"Entrepreneurs will always find a way of circumventing these. Reducing quality or trying other cheeky ways of getting around it. Governments will always be trying to catch up. Ultimately consumers suffer from substandard products.
"Price controls are not a sustainable strategy for a competitive market-oriented economy."
The hoppers of the 'Yahapalanaya' or 'Good Governance' regime are now smaller than the hoppers sold during the Rajapaksa administration.
The hoppers are now smaller and thinner with some partly burnt, while the softer bump in the middle is also smaller or absent altogether. Some hopper makers have stopped giving lunu miris (a salad made of onions and chili) with hoppers.
Others are giving smaller amounts or only giving them if a larger volume of hoppers are bought.
Higher quality Illegal 'blackmarket' hoppers are available at shops a little away from main roads at 12 to 14 rupees. The hopper makers sell better quality good defying punishment by Trade Minister Rishard Bathiudeen's price control police.
When price controls are imposed, goods disappear from the shelves into so-called markets, where the market clearing price is available to keep supply and demand balanced. That is why black markets were rife during the 1970s era.
The Trade Ministry said the price controls were brought to keep 'errant traders' in line, using words employed from the 1970s by those wielding coercive power to demonize private citizens who strive to keep citizens supplied with goods when currencies are debased and markets distorted by the State.
The hopper makers known as 'appa bas' work hard with skill born of long practice, toiling in the heat in front of multiple gas burners to increase labour productivity and give the lowest possible price to the hungry, while bureaucrats and ministers decree laws by gazette from air-conditioned offices.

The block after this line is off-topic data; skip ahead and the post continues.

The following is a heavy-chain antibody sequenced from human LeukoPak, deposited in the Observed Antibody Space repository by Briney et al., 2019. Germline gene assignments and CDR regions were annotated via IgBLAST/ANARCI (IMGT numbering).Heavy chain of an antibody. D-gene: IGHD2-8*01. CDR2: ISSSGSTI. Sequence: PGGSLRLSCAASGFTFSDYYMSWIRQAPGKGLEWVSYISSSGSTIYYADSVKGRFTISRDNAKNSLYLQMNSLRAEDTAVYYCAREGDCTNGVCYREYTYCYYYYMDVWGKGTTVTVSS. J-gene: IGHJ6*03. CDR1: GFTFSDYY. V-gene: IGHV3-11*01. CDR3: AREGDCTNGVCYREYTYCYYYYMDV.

Ironically the current administration was mostly voted in by private sector workers, who are now being rewarded with currency depreciation and price controls. Some of their workplaces have also been slapped with retrospective taxes.
The most dangerous results of price controls, which cannot be followed in practice to keep people supplied are that they make previously law-abiding citizens lose respect for the law turning into 'black marketers', encouraging a lawless society.
The entire 'Russian mafia' was a product of exchange, trade and price controls communist era which generated smugglers and black marketers who tried to supply the people with goods are market price.
In most other East European states also the only private sector that existed when communism broke up were smugglers and black marketers.
The current administration however came to power promising freedom and rule of law, not to generate a nation of law breakers made up of black marketers who are flouting the law, however impractical.
The Trade Ministry also raised the controlled price of some foods like chicken, for which demand has gone up with money printing and state salary hikes.
Critics however say in most countries the enduring reason that reason that bureaucrats and ministers love the idea of price controls is because that they can later give administrative increments getting bribes from large players in the sectors.
Even in Sri Lanka there has been cases where campaign finance has been given in return for raising price controlled ceilings.
The price controls also show that the current regime does not practice the 'social market economy' it promised to follow when in the opposition, as actions speak louder than words.
The new administration has increased several civil freedoms, including freedom of expression, but in the economics sphere, it is lagging behind.
As Sri Lanka's citizens look to build a freer country, analysts say reform of the central bank to reduce its discretion to print money and generate inflation and currency depreciation and reform of the Consumer Affairs Authority prevent the promotion of low quality goods and generate law breakers out of law-abiding citizens would be vital steps. (COLOMBO/Nov20/2015)